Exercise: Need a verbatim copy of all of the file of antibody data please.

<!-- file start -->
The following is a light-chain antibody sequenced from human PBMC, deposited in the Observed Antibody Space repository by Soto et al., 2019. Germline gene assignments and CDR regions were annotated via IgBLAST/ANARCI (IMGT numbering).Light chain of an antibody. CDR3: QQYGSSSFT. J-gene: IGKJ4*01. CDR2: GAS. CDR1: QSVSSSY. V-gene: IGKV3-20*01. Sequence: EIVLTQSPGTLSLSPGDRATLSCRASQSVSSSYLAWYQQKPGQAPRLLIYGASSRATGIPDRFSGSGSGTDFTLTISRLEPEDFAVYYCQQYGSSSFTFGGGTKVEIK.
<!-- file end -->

The following is a light-chain antibody sequenced from human PBMC, deposited in the Observed Antibody Space repository by Soto et al., 2019. Germline gene assignments and CDR regions were annotated via IgBLAST/ANARCI (IMGT numbering).Light chain of an antibody. CDR3: QQYGSSSFT. J-gene: IGKJ4*01. CDR2: GAS. CDR1: QSVSSSY. V-gene: IGKV3-20*01. Sequence: EIVLTQSPGTLSLSPGDRATLSCRASQSVSSSYLAWYQQKPGQAPRLLIYGASSRATGIPDRFSGSGSGTDFTLTISRLEPEDFAVYYCQQYGSSSFTFGGGTKVEIK.